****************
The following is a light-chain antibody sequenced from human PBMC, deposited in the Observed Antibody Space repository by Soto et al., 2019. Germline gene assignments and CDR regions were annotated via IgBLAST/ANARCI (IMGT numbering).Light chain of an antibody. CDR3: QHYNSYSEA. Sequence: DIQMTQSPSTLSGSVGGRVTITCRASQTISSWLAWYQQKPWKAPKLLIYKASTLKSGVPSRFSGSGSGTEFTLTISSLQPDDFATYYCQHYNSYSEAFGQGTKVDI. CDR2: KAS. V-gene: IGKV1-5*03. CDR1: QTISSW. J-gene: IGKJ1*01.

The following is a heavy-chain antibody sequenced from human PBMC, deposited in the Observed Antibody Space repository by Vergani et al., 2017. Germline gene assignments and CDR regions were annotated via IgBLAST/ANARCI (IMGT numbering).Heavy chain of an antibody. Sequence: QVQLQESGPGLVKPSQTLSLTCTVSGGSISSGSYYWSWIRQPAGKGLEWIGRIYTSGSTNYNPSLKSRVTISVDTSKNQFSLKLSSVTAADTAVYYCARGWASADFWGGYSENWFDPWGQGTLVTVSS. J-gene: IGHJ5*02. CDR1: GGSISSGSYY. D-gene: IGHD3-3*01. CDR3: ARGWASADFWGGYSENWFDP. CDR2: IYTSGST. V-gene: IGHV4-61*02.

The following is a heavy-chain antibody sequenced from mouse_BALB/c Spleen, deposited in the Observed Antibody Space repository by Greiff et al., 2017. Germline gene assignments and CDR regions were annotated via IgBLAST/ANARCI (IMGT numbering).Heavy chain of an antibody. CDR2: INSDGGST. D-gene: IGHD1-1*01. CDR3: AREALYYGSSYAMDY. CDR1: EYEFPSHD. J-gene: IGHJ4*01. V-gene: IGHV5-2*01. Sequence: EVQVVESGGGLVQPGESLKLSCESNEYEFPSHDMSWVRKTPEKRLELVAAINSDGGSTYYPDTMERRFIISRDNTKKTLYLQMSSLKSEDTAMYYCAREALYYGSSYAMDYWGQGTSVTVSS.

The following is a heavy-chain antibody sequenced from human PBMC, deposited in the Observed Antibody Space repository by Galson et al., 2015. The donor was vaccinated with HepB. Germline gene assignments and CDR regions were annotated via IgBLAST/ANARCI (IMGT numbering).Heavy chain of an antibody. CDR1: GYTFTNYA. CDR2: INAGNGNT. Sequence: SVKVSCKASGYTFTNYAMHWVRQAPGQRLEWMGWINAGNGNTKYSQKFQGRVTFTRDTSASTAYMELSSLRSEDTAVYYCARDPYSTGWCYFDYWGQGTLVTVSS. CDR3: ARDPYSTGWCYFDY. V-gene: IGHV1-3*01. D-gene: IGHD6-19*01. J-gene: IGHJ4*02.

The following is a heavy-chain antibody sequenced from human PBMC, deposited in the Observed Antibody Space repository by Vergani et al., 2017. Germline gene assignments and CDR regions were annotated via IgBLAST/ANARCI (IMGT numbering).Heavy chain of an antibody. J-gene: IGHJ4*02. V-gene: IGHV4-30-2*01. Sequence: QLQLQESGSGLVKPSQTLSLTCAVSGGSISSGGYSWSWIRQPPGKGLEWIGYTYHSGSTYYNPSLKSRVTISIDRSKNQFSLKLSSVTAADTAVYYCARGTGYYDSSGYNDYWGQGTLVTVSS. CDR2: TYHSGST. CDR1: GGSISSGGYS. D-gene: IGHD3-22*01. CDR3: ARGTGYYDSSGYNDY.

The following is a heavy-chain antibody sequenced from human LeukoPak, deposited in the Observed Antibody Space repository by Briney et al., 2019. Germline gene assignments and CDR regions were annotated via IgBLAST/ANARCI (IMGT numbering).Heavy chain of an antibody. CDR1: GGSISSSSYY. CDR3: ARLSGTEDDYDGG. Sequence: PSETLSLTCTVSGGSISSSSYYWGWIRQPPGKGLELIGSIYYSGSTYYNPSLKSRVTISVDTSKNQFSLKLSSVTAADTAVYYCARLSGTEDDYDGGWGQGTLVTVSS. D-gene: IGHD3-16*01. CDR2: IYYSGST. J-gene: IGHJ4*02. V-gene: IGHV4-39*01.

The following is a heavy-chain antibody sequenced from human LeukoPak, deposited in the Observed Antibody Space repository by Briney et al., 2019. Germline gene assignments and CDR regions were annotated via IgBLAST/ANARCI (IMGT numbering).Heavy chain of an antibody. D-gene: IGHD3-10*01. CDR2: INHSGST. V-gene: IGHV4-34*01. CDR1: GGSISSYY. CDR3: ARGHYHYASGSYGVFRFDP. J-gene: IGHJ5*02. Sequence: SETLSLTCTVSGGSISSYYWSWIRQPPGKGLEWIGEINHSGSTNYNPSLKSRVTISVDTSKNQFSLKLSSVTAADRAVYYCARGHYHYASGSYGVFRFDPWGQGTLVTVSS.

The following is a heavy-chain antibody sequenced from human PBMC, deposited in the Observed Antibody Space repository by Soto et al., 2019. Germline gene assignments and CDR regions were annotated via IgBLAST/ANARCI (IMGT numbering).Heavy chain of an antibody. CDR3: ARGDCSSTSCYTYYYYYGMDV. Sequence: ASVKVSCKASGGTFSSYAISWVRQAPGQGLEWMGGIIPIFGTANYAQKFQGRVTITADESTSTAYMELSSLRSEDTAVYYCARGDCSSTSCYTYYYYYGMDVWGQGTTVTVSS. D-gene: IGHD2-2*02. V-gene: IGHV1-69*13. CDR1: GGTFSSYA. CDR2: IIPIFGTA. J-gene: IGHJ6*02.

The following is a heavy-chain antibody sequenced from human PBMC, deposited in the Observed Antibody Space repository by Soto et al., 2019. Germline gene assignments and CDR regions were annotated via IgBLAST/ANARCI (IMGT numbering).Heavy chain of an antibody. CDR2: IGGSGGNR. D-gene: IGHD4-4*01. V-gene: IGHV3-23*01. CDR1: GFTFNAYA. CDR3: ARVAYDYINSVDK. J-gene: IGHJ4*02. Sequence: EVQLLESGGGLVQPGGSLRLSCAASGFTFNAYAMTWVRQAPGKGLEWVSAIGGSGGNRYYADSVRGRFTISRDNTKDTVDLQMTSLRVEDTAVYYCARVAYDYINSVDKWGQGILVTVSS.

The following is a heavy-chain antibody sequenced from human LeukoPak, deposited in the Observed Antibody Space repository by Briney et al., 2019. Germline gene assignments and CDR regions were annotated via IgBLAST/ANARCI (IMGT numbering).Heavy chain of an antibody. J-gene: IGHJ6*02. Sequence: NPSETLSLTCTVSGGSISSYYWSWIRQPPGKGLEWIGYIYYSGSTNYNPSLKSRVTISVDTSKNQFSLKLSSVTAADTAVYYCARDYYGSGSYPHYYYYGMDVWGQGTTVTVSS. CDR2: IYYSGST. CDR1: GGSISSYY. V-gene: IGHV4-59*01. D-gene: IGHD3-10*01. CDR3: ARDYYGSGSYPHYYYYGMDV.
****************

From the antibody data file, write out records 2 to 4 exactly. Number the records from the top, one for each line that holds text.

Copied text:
The following is a heavy-chain antibody sequenced from human PBMC, deposited in the Observed Antibody Space repository by Vergani et al., 2017. Germline gene assignments and CDR regions were annotated via IgBLAST/ANARCI (IMGT numbering).Heavy chain of an antibody. Sequence: QVQLQESGPGLVKPSQTLSLTCTVSGGSISSGSYYWSWIRQPAGKGLEWIGRIYTSGSTNYNPSLKSRVTISVDTSKNQFSLKLSSVTAADTAVYYCARGWASADFWGGYSENWFDPWGQGTLVTVSS. J-gene: IGHJ5*02. CDR1: GGSISSGSYY. D-gene: IGHD3-3*01. CDR3: ARGWASADFWGGYSENWFDP. CDR2: IYTSGST. V-gene: IGHV4-61*02.

The following is a heavy-chain antibody sequenced from mouse_BALB/c Spleen, deposited in the Observed Antibody Space repository by Greiff et al., 2017. Germline gene assignments and CDR regions were annotated via IgBLAST/ANARCI (IMGT numbering).Heavy chain of an antibody. CDR2: INSDGGST. D-gene: IGHD1-1*01. CDR3: AREALYYGSSYAMDY. CDR1: EYEFPSHD. J-gene: IGHJ4*01. V-gene: IGHV5-2*01. Sequence: EVQVVESGGGLVQPGESLKLSCESNEYEFPSHDMSWVRKTPEKRLELVAAINSDGGSTYYPDTMERRFIISRDNTKKTLYLQMSSLKSEDTAMYYCAREALYYGSSYAMDYWGQGTSVTVSS.

The following is a heavy-chain antibody sequenced from human PBMC, deposited in the Observed Antibody Space repository by Galson et al., 2015. The donor was vaccinated with HepB. Germline gene assignments and CDR regions were annotated via IgBLAST/ANARCI (IMGT numbering).Heavy chain of an antibody. CDR1: GYTFTNYA. CDR2: INAGNGNT. Sequence: SVKVSCKASGYTFTNYAMHWVRQAPGQRLEWMGWINAGNGNTKYSQKFQGRVTFTRDTSASTAYMELSSLRSEDTAVYYCARDPYSTGWCYFDYWGQGTLVTVSS. CDR3: ARDPYSTGWCYFDY. V-gene: IGHV1-3*01. D-gene: IGHD6-19*01. J-gene: IGHJ4*02.